With our days getting shorter and colder, it’s important to make sure your car is winter-ready by undertaking a few essential car checks before you set off on a journey.
From heavy rain causing visibility issues or risk of aquaplaning through to black ice forming, road conditions can quickly change when driving at this time of year, so it’s essential to take proper precautions to protect not only yourself but also other motorists.
Below are five simple checks and preparations you can do at this time of year that can potentially save you hundreds of pounds on a range of essential maintenance tasks that people may previously have thought too complex to do themselves.
Running out of screenwash on a journey can lead to hazardous driving. Before setting out, check all of your fluid levels, with particular emphasis on your washer fluid.
You may not be able to see the screenwash fluid level if the tank is hidden from view, so simply pop the cap and top it up. Don’t use coolant antifreeze.
Don’t throw caution to the wind by driving with a streaky windscreen. Wiper blades should be changed every 12 months because the rubber can perish over time having been exposed to sunlight and cold temperatures. It’s important to change all wiper blades at the same time - both the front and the rear screen blade if you have one.
Checking tyre pressures on a weekly basis is a great way to save money but is also an essential safety check. Correct pressures mean that the tyre will roll more efficiently, saving you on precious fuel and actually making the tyres last longer.
Having good tyre control when driving in slippery or rainy conditions is key. When it comes to tyre condition, the legal minimum tread depth in the UK is 1.6mm across the centre two thirds of a tyre. If tyres are below this limit, you could face both a fine and points on your licence.
There are tread wear indicators on most tyres which look like raised bumps in the groves - when these bumps are at the same height as the tread your tyre is on the limit! Tyres seldom wear evenly, so look at the whole width of the tyre to see whether it's worn out or not.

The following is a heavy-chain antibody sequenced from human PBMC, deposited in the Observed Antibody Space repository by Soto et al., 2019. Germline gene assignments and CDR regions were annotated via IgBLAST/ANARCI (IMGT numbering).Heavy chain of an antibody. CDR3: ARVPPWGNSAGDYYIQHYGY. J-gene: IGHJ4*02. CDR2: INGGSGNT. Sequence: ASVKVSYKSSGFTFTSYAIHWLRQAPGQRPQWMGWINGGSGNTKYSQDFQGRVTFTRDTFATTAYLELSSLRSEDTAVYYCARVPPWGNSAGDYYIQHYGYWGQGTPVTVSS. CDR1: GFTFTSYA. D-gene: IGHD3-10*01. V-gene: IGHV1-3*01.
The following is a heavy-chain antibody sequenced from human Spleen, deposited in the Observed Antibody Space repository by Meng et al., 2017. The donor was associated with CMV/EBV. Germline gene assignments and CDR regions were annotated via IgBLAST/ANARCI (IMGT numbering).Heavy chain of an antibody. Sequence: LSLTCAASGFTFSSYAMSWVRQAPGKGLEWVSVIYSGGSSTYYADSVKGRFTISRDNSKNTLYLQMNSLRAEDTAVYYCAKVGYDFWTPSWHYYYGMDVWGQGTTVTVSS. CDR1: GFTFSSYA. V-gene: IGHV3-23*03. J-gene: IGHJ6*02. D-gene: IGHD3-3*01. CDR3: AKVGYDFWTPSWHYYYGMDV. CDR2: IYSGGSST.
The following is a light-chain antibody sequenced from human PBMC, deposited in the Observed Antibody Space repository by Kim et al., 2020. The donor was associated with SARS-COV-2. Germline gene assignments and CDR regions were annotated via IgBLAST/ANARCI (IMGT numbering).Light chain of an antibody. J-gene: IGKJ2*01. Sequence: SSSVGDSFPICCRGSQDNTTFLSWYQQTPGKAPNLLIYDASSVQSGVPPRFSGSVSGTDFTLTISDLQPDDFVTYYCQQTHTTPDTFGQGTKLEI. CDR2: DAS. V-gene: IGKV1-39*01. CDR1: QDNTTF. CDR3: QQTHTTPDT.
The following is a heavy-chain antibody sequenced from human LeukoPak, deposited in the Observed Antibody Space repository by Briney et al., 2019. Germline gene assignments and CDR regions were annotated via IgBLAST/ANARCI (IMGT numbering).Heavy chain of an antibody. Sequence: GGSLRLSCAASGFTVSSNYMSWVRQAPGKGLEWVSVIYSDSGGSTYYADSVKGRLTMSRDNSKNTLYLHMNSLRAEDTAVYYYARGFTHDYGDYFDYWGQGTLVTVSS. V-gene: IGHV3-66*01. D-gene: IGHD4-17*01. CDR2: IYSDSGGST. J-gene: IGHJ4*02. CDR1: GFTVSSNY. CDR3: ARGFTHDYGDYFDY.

It's good practice to replace the tyres when they get to around 3mm. Lower than this and braking and handling in the wet will be compromised. A good way to test this is with a 20p coin. The outer band of a 20p is just less than 3mm thick so insert the 20p into the tyre tread and if the outer band is obscured by the tread the tyre is fine.
Any less and it's time to consider a replacement. Incidentally the width of a 20p is 1.7mm, so you can also use that as a gauge.
Cold weather conditions can reduce the life of a battery so keep an eye out here. It’ll be obvious when your battery is flat: the central locking may not work and the engine won’t turn over. However, it’s not always easy to know when the battery needs to be replaced.
Once the car has been started (via jump leads/jumper cables, bump started or battery trickle-charged) take the car for at least a 20-minute run to charge the battery. Turn the engine off and restart it the next morning. If it’s flat again you need to check the battery internals.
Dan is an experienced motoring journalist who has more than 20 years of experience. He has been the editor of titles such as Fast Ford and Redline, and his latest project was converting an old Renault Trafic into a family campervan.